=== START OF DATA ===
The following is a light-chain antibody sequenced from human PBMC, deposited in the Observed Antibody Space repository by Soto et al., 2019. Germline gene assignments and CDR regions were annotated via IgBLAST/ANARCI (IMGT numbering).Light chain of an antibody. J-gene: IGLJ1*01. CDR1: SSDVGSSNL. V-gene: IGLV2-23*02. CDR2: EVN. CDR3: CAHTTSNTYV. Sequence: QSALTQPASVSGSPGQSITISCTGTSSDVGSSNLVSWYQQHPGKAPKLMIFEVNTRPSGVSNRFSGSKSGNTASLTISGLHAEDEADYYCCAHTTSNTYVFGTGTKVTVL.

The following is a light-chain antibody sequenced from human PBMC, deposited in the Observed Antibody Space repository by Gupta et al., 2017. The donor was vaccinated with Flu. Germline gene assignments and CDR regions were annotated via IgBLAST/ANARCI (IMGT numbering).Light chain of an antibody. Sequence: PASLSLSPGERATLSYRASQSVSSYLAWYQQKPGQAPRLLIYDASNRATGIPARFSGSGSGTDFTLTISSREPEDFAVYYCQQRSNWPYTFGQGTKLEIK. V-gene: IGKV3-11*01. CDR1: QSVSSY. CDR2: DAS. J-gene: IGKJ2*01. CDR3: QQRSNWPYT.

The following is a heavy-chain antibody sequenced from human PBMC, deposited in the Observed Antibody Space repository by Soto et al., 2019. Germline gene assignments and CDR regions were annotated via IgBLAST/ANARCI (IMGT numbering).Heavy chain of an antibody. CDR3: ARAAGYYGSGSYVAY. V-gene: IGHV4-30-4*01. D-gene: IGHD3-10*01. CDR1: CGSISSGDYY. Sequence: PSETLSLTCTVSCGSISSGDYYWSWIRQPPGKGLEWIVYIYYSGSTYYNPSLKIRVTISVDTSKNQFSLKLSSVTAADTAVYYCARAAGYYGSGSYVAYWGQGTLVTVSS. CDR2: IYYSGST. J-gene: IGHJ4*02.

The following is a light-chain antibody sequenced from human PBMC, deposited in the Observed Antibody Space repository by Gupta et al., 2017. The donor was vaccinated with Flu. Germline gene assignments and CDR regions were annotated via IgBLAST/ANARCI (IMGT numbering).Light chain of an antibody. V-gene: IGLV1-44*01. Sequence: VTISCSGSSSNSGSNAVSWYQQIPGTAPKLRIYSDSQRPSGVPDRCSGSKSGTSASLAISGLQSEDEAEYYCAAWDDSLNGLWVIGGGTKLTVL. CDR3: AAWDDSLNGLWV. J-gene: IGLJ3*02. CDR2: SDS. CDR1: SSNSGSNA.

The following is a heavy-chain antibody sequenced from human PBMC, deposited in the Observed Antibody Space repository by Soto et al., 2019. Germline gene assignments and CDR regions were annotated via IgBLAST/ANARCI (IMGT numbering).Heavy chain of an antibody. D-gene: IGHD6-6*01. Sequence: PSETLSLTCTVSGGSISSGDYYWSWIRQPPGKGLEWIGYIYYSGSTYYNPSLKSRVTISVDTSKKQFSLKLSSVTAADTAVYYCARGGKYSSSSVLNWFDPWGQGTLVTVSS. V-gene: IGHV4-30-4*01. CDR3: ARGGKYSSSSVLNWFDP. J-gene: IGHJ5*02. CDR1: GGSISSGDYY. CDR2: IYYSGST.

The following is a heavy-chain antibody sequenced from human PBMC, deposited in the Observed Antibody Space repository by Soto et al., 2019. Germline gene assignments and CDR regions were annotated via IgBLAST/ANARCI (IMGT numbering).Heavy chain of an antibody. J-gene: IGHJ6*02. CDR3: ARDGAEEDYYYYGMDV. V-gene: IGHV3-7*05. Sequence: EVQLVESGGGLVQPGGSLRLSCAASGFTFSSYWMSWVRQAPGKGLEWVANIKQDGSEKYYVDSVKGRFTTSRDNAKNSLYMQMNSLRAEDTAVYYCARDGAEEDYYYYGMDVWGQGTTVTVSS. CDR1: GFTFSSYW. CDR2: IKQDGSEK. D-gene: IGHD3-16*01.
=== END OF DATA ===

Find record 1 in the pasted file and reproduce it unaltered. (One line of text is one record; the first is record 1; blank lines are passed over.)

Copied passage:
The following is a light-chain antibody sequenced from human PBMC, deposited in the Observed Antibody Space repository by Soto et al., 2019. Germline gene assignments and CDR regions were annotated via IgBLAST/ANARCI (IMGT numbering).Light chain of an antibody. J-gene: IGLJ1*01. CDR1: SSDVGSSNL. V-gene: IGLV2-23*02. CDR2: EVN. CDR3: CAHTTSNTYV. Sequence: QSALTQPASVSGSPGQSITISCTGTSSDVGSSNLVSWYQQHPGKAPKLMIFEVNTRPSGVSNRFSGSKSGNTASLTISGLHAEDEADYYCCAHTTSNTYVFGTGTKVTVL.